Page:Popular Science Monthly Volume 37.djvu/277

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Editor Popular Science Monthly:

DEAR SIR: In the April number of your magazine you say that a sentence quoted from me by Bishop Vincent in The Chautauquan "is absolutely without foundation." The objectionable sentence is, "Some counselors, like Herbert Spencer, advise us to follow our own self-interest, without concern for others, with the assurance that all will thus be happier, because more independent." The quotation is made from my volume of lectures on The Social Influence of Christianity. It is I rather than Bishop Vincent who should "either justify the above statement in regard to Mr. Spencer or withdraw it." My respect for Mr. Spencer's ability as a thinker and his sincerity as a man is so great that I should certainly withdraw a statement that I felt misrepresented him to those who may not share my high opinion of him. In seeking to render justice to Mr. Spencer, I trust you will not apply the lex talionis to those who may seem to you to do him wrong.

The sentence which you condemn as "absolutely without foundation" occurs after a criticism of "undiscriminating charity" in the distribution of wealth, and the citation of a case where the literal interpretation of Christ's words, "Give to him that asketh thee," led to the demoralization of a parish. In antithesis to this extreme I name Mr. Spencer as a representative of what I consider the opposite extreme—the emphasis of egoism. Of course, I do not mean that Mr. Spencer advocates an absolute and unqualified selfishness, taking no account of the rights of others. His teaching is, that there is a u permanent supremacy of egoism over altruism"; that "each creature shall take the benefits and the evils of his own nature, be they derived from ancestry or those due to self-produced modifications," and that "egoistic claims must take precedence of altruistic claims" (Data of Ethics, pp. 186, 187, 189). He advances two suppositions: (1) "that each citizen pursues his own happiness independently, not to the detriment of others, but without active concern for others"; and (2) "that each, instead of making his own happiness the object of pursuit, makes the happiness of others the object of pursuit"; and argues that the amount of happiness would not be greater in the second case (Data of Ethics, p. 227). He sees "inconsistency" in the doctrine expressed in the Christian maxim—"Love your neighbor as yourself" (Data of Ethics, p. 233). His conclusion is that "general happiness is to be achieved mainly through the adequate pursuit of their own happinesses by individuals; while, reciprocally, the happinesses of individuals are to be achieved in part by their pursuit of the general happiness" (Data of Ethics, p. 238). Is not the center of concern here for each one his own happiness, with only so much regard for the happiness of others as is likely to reflect happiness upon himself?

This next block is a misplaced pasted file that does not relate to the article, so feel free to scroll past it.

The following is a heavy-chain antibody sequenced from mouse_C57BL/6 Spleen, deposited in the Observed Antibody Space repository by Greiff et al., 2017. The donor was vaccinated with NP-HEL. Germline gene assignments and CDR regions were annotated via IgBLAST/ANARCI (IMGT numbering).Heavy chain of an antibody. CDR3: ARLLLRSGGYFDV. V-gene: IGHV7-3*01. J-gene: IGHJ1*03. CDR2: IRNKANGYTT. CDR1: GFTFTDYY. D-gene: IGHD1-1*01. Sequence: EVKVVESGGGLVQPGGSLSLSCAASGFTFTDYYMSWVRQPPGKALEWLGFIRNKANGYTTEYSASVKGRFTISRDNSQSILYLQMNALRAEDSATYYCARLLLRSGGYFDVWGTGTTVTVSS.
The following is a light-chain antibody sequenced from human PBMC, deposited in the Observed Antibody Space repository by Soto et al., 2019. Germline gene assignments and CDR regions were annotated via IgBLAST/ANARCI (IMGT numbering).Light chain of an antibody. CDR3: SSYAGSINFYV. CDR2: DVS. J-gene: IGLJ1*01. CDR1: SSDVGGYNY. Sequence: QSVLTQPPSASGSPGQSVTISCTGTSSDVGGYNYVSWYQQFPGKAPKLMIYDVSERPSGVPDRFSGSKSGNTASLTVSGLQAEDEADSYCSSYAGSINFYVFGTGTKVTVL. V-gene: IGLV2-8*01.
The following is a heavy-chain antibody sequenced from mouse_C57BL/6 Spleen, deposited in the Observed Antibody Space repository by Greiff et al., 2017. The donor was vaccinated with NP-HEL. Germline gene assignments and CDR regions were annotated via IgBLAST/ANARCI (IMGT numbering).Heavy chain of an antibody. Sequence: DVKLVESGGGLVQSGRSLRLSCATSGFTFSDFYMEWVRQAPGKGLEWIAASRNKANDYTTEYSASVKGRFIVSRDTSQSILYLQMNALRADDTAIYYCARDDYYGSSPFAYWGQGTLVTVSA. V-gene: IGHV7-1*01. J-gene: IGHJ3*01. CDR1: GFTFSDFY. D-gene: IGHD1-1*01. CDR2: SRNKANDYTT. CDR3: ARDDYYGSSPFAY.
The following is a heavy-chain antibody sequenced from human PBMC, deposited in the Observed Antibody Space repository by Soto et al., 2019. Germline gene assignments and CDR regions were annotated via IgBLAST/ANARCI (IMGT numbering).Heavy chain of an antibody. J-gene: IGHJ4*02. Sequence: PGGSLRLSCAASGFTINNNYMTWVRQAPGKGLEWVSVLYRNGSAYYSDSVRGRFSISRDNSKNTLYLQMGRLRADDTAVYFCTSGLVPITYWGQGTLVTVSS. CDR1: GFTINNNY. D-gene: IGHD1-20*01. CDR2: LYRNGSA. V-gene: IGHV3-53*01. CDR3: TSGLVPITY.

Mr. Spencer also says: "The poverty of the incapable, the distresses that come upon the imprudent, the starvation of the idle, and those shoulderings aside of the weak by the strong, which leave so many 'in shallows and in miseries,' are the decrees of a large, far-seeing benevolence. It seems hard that an unskillfulness which with all his efforts he can not overcome should entail hunger upon the artisan. It seems hard that a laborer incapacitated by sickness from competing with his stronger fellows should have to bear the resulting privation. It seems hard that widows and orphans should be left to struggle for life or death. Nevertheless, when regarded not separately, but in connection with the interests of universal humanity, these harsh features are seen to be full of the highest beneficence—the same beneficence which brings to early graves the children of diseased parents, and singles out the low-spirited, the intemperate, and the debilitated as the victims of an epidemic" (Social Statics, p. 354). In the foregoing paragraph Mr. Spencer has included types of all the objects of human charity. He himself says (p. 356): "At first sight these considerations seem conclusive against all relief to the poor—voluntary as well as compulsory; and it is no doubt true that they imply a condemnation of whatever private charity enables the recipients to elude the necessities of our social existence." He "makes no objection" to "helping men to help themselves," "countenances it rather," but he shows no concern for those who need our charity because they can not help themselves.

In another book he says, "It may be doubted whether the maudlin philanthropy which, looking only at direct mitigations, persistently ignores indirect mischiefs, does not inflict a greater total of misery than the extremest selfishness inflicts" (The Study of Sociology, p. 345). But all charity inspired by personal sympathy looks mainlv to "direct mitigations," and overlooks those "indirect mischiefs" which the aid of the inferior is likely to produce. The "extremest selfishness" would seem from this presentation to be better than interference with that "large, far-seeing benevolence" which Mr. Spencer sees in the operation of the law of consequences.